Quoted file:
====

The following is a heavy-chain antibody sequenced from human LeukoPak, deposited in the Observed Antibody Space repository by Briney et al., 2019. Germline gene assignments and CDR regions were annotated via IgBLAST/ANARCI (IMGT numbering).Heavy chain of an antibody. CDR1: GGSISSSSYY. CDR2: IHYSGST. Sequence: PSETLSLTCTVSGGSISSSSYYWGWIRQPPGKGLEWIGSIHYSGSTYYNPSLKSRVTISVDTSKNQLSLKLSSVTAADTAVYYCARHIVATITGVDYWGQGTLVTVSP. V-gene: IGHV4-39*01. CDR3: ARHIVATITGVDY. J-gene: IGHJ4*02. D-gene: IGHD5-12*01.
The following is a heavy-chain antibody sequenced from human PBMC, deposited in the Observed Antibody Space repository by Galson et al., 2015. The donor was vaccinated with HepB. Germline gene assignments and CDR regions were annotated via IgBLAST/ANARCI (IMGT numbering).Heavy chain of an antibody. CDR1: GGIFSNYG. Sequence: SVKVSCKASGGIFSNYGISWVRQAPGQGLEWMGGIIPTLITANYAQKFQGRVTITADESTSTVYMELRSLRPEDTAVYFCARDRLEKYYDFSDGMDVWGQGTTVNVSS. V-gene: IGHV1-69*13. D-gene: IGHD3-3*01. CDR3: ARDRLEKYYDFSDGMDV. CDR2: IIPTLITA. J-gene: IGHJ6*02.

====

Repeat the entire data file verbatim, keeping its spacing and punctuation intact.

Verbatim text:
The following is a heavy-chain antibody sequenced from human LeukoPak, deposited in the Observed Antibody Space repository by Briney et al., 2019. Germline gene assignments and CDR regions were annotated via IgBLAST/ANARCI (IMGT numbering).Heavy chain of an antibody. CDR1: GGSISSSSYY. CDR2: IHYSGST. Sequence: PSETLSLTCTVSGGSISSSSYYWGWIRQPPGKGLEWIGSIHYSGSTYYNPSLKSRVTISVDTSKNQLSLKLSSVTAADTAVYYCARHIVATITGVDYWGQGTLVTVSP. V-gene: IGHV4-39*01. CDR3: ARHIVATITGVDY. J-gene: IGHJ4*02. D-gene: IGHD5-12*01.
The following is a heavy-chain antibody sequenced from human PBMC, deposited in the Observed Antibody Space repository by Galson et al., 2015. The donor was vaccinated with HepB. Germline gene assignments and CDR regions were annotated via IgBLAST/ANARCI (IMGT numbering).Heavy chain of an antibody. CDR1: GGIFSNYG. Sequence: SVKVSCKASGGIFSNYGISWVRQAPGQGLEWMGGIIPTLITANYAQKFQGRVTITADESTSTVYMELRSLRPEDTAVYFCARDRLEKYYDFSDGMDVWGQGTTVNVSS. V-gene: IGHV1-69*13. D-gene: IGHD3-3*01. CDR3: ARDRLEKYYDFSDGMDV. CDR2: IIPTLITA. J-gene: IGHJ6*02.